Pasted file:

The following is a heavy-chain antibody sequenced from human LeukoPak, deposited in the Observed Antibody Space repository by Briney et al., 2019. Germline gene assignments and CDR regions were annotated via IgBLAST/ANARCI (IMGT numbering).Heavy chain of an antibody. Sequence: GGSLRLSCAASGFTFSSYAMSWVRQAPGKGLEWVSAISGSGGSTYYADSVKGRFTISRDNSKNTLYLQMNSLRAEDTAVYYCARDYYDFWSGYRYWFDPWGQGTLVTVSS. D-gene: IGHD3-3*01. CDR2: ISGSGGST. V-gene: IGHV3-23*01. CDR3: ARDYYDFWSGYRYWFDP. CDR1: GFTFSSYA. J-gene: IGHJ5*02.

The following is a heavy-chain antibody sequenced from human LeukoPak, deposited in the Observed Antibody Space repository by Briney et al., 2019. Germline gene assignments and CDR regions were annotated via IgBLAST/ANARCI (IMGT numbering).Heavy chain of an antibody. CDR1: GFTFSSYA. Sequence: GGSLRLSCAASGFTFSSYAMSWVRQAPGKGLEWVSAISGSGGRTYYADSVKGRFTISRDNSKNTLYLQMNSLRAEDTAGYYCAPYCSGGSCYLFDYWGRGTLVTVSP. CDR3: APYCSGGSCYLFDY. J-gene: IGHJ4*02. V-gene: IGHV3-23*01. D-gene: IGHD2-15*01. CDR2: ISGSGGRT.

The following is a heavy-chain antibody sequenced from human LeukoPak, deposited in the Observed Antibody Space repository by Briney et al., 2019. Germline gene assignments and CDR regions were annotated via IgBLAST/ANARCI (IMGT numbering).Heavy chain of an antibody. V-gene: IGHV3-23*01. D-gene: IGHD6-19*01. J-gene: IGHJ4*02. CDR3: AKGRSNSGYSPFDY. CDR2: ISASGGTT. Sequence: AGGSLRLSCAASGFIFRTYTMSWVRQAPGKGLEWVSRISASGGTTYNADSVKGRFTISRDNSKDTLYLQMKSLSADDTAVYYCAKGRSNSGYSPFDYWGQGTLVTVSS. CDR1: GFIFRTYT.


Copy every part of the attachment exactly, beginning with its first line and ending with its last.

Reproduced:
The following is a heavy-chain antibody sequenced from human LeukoPak, deposited in the Observed Antibody Space repository by Briney et al., 2019. Germline gene assignments and CDR regions were annotated via IgBLAST/ANARCI (IMGT numbering).Heavy chain of an antibody. Sequence: GGSLRLSCAASGFTFSSYAMSWVRQAPGKGLEWVSAISGSGGSTYYADSVKGRFTISRDNSKNTLYLQMNSLRAEDTAVYYCARDYYDFWSGYRYWFDPWGQGTLVTVSS. D-gene: IGHD3-3*01. CDR2: ISGSGGST. V-gene: IGHV3-23*01. CDR3: ARDYYDFWSGYRYWFDP. CDR1: GFTFSSYA. J-gene: IGHJ5*02.

The following is a heavy-chain antibody sequenced from human LeukoPak, deposited in the Observed Antibody Space repository by Briney et al., 2019. Germline gene assignments and CDR regions were annotated via IgBLAST/ANARCI (IMGT numbering).Heavy chain of an antibody. CDR1: GFTFSSYA. Sequence: GGSLRLSCAASGFTFSSYAMSWVRQAPGKGLEWVSAISGSGGRTYYADSVKGRFTISRDNSKNTLYLQMNSLRAEDTAGYYCAPYCSGGSCYLFDYWGRGTLVTVSP. CDR3: APYCSGGSCYLFDY. J-gene: IGHJ4*02. V-gene: IGHV3-23*01. D-gene: IGHD2-15*01. CDR2: ISGSGGRT.

The following is a heavy-chain antibody sequenced from human LeukoPak, deposited in the Observed Antibody Space repository by Briney et al., 2019. Germline gene assignments and CDR regions were annotated via IgBLAST/ANARCI (IMGT numbering).Heavy chain of an antibody. V-gene: IGHV3-23*01. D-gene: IGHD6-19*01. J-gene: IGHJ4*02. CDR3: AKGRSNSGYSPFDY. CDR2: ISASGGTT. Sequence: AGGSLRLSCAASGFIFRTYTMSWVRQAPGKGLEWVSRISASGGTTYNADSVKGRFTISRDNSKDTLYLQMKSLSADDTAVYYCAKGRSNSGYSPFDYWGQGTLVTVSS. CDR1: GFIFRTYT.